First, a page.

Each year the discussion surrounding Halloween festivities surfaces in conversations with Jewish educators around the country. Seemingly, regardless of socio-economic background or location, the same issue arises.
So we’ve asked three Jewish educators:
Should we permit our children’s participation in Halloween festivities?
For me, the answer is clear. Our job is to inform; it is the parents’ job to determine what is permissible for their children. Just as we teach our children how to observe Shabbat and Kashrut, we should teach them about the history of Halloween. What individual families decide to do with this information is, and should be, up to them.
Halloween is viewed by many as a secular holiday, no different than Thanksgiving or July 4th. However for some, the holiday’s Pagan origins set it in another class altogether. Those who think that Jewish children can go trick or treating, including myself, have no problem separating Halloween’s origins from what it has become–an American holiday of collecting candy and dressing up.
Opponents to this idea believe that regardless of its current place in American society, Halloween’s origins are not only non-Jewish but really anti-Jewish.
For me, the argument can be made if this is something that we should be supporting as Jews. With that said, I believe firmly that we must find a balance of our American culture and our Jewish heritage, and there are ways to find a “happy medium.”
Primarily, a family should make the commitment to sending their children to religious school, should Halloween occur on a day when school is in session. If after school individual families trick or treat, I believe that’s fine. Many of us struggle with our own Jewish identity and I am impressed when families can find this middle ground. For each family, what is acceptable is different, as it should be.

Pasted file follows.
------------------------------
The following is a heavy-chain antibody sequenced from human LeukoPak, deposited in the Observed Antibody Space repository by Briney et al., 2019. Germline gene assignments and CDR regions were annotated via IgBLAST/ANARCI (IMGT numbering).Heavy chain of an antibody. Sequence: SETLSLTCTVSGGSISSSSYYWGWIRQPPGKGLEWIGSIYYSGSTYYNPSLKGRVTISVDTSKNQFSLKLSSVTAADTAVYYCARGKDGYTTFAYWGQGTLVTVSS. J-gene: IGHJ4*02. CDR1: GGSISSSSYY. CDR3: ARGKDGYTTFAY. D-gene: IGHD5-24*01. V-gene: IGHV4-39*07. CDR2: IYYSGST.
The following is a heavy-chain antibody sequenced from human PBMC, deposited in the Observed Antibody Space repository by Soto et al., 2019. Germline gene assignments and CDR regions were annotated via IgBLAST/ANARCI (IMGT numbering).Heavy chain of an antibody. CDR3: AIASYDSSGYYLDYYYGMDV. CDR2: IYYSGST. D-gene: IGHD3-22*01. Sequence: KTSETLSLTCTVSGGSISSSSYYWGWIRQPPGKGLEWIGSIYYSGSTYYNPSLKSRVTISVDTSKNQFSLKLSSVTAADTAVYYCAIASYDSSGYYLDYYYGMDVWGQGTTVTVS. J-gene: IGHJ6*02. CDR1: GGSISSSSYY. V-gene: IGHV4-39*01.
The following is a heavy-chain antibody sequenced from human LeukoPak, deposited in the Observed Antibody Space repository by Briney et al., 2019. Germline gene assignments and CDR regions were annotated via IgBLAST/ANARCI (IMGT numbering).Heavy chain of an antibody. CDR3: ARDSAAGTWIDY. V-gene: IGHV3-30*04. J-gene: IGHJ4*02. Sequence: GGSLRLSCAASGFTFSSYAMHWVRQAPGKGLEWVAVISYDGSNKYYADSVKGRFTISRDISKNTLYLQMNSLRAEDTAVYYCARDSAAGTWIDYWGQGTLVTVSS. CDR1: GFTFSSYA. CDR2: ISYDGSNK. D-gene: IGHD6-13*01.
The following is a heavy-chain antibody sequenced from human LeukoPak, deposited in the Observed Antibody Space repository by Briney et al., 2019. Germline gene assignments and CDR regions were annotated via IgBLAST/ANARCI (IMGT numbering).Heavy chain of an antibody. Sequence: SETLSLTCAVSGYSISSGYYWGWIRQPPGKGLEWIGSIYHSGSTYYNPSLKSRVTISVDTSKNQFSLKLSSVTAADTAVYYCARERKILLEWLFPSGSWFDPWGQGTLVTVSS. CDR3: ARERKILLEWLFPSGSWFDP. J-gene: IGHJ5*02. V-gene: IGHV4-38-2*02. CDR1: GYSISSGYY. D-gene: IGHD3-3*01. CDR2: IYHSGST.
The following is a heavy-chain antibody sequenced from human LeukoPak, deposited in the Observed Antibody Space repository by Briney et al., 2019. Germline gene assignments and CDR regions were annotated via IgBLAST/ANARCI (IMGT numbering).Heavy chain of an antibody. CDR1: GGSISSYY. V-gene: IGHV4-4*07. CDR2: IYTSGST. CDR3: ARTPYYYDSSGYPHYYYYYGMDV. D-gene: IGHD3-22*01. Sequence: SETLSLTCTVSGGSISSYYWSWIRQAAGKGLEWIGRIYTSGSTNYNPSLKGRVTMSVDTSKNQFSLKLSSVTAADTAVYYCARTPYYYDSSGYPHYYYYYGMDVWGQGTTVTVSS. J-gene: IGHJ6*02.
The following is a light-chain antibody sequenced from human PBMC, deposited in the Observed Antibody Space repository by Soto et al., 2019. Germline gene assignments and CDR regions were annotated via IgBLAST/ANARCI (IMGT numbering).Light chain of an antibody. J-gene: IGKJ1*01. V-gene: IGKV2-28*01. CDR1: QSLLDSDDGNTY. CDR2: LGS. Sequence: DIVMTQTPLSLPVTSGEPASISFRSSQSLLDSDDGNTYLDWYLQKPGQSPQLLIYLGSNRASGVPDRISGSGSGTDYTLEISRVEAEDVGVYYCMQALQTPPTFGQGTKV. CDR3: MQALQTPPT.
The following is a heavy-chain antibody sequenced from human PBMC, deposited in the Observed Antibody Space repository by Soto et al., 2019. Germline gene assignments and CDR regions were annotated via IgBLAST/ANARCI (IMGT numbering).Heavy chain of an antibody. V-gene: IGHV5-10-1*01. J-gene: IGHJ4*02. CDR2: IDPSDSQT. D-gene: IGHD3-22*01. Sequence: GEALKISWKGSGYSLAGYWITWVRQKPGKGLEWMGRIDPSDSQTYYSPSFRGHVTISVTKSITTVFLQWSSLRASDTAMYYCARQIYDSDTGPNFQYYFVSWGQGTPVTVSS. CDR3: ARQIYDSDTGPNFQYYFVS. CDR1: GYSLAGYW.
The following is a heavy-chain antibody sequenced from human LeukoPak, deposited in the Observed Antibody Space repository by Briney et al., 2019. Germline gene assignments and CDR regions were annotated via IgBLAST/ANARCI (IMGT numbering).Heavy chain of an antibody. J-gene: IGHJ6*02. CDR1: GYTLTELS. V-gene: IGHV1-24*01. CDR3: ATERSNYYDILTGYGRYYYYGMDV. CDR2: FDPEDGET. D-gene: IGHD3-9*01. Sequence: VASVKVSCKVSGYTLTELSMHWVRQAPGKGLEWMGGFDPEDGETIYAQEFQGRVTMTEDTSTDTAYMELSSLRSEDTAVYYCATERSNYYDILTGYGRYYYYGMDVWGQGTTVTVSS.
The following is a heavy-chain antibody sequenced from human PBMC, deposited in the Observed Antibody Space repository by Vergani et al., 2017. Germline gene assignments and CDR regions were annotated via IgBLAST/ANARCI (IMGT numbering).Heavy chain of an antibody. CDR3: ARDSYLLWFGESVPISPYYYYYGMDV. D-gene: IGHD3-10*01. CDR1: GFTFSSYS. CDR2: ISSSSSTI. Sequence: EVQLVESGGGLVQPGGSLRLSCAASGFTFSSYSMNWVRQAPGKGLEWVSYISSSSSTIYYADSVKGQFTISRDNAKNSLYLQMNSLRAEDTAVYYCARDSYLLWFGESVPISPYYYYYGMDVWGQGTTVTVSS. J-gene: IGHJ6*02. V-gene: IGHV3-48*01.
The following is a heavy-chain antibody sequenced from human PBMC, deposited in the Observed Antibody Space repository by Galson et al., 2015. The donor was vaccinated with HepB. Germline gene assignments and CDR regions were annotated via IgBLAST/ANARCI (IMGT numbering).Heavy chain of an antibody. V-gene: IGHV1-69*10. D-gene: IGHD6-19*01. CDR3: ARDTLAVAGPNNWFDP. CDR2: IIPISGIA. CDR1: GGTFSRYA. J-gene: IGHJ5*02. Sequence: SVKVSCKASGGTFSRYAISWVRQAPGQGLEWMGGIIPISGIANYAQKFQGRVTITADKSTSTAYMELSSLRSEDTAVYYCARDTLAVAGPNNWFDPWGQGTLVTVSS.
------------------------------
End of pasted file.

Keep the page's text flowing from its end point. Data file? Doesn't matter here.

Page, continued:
As educators, we must teach about the secular world while never casting judgment, something we see too frequently. It is our job to inform, and it is the parents’ job to decide. As long as we are able to maintain this separation, we reacting in the best interest of our students.
Benjamin S. Lewis is the Director of Formal and Informal Education at New City Jewish Center in New City, NY. He is pursuing his master of education in administration & supervision from Loyola University Chicago, and has been working in Jewish education for over 10 years.
I am working off the basic assumption that, from a Jewish perspective, the celebration of Halloween is not something that we view positively. Whether it is because the holiday has its origins in certain pagan celebrations, or because it was later appropriated by the Catholic church as the evening before All Saints’ Day, or that the values espoused (such as the glorification of death and horror or the vandalism that often takes place that is not discouraged enough), Halloween is a holiday that runs contrary to our value and belief system.